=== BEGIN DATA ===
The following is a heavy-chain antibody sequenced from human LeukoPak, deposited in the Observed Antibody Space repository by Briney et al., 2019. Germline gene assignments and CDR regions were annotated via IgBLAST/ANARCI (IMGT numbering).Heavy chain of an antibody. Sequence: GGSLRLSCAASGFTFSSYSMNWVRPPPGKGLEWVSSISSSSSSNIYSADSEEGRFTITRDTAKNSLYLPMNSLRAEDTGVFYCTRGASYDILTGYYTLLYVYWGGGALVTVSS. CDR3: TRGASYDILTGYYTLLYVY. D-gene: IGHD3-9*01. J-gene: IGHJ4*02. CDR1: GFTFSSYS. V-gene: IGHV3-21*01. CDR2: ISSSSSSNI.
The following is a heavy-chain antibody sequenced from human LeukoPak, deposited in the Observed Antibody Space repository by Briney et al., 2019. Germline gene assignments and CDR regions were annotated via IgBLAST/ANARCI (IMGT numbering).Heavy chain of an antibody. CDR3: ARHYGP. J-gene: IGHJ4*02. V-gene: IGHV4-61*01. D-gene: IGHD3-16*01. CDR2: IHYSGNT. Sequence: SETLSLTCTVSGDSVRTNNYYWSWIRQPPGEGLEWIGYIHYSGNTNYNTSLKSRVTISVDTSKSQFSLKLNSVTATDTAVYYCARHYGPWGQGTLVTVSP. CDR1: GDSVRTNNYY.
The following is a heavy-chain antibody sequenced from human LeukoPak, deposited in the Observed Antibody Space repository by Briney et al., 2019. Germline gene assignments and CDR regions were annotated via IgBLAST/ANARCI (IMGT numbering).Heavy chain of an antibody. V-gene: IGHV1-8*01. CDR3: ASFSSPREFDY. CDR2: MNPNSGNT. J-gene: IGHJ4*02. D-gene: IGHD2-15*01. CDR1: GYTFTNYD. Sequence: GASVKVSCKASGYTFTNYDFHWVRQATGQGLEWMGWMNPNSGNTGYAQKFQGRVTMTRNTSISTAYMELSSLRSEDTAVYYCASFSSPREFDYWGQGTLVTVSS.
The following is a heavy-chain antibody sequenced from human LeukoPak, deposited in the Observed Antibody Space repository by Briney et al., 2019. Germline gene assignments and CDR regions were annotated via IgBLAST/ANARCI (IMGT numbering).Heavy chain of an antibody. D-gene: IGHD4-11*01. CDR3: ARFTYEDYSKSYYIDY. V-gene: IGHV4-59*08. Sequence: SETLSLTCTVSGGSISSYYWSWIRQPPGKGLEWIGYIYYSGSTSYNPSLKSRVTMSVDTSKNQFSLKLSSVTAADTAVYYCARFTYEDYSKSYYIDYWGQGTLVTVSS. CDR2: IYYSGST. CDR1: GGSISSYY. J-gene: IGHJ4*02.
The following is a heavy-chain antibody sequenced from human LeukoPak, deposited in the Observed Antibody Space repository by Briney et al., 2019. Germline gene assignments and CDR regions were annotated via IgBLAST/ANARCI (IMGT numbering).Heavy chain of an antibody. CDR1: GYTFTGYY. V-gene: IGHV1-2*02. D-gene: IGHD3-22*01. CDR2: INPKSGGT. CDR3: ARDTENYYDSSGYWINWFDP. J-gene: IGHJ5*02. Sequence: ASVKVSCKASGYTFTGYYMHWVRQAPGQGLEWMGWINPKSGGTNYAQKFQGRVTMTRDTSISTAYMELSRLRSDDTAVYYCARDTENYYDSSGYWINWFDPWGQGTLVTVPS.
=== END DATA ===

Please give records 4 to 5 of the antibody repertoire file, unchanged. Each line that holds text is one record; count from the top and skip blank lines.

The following is a heavy-chain antibody sequenced from human LeukoPak, deposited in the Observed Antibody Space repository by Briney et al., 2019. Germline gene assignments and CDR regions were annotated via IgBLAST/ANARCI (IMGT numbering).Heavy chain of an antibody. D-gene: IGHD4-11*01. CDR3: ARFTYEDYSKSYYIDY. V-gene: IGHV4-59*08. Sequence: SETLSLTCTVSGGSISSYYWSWIRQPPGKGLEWIGYIYYSGSTSYNPSLKSRVTMSVDTSKNQFSLKLSSVTAADTAVYYCARFTYEDYSKSYYIDYWGQGTLVTVSS. CDR2: IYYSGST. CDR1: GGSISSYY. J-gene: IGHJ4*02.
The following is a heavy-chain antibody sequenced from human LeukoPak, deposited in the Observed Antibody Space repository by Briney et al., 2019. Germline gene assignments and CDR regions were annotated via IgBLAST/ANARCI (IMGT numbering).Heavy chain of an antibody. CDR1: GYTFTGYY. V-gene: IGHV1-2*02. D-gene: IGHD3-22*01. CDR2: INPKSGGT. CDR3: ARDTENYYDSSGYWINWFDP. J-gene: IGHJ5*02. Sequence: ASVKVSCKASGYTFTGYYMHWVRQAPGQGLEWMGWINPKSGGTNYAQKFQGRVTMTRDTSISTAYMELSRLRSDDTAVYYCARDTENYYDSSGYWINWFDPWGQGTLVTVPS.